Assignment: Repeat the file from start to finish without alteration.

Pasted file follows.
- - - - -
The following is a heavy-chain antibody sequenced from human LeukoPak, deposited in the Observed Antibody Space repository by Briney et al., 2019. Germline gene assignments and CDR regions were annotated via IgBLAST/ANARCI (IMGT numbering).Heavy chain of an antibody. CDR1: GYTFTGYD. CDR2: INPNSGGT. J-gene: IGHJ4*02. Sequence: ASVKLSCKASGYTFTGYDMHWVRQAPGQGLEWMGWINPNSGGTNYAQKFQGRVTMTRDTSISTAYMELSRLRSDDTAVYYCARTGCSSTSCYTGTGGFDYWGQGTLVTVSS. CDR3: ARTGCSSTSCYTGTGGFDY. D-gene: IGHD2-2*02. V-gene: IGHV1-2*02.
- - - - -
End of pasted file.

The following is a heavy-chain antibody sequenced from human LeukoPak, deposited in the Observed Antibody Space repository by Briney et al., 2019. Germline gene assignments and CDR regions were annotated via IgBLAST/ANARCI (IMGT numbering).Heavy chain of an antibody. CDR1: GYTFTGYD. CDR2: INPNSGGT. J-gene: IGHJ4*02. Sequence: ASVKLSCKASGYTFTGYDMHWVRQAPGQGLEWMGWINPNSGGTNYAQKFQGRVTMTRDTSISTAYMELSRLRSDDTAVYYCARTGCSSTSCYTGTGGFDYWGQGTLVTVSS. CDR3: ARTGCSSTSCYTGTGGFDY. D-gene: IGHD2-2*02. V-gene: IGHV1-2*02.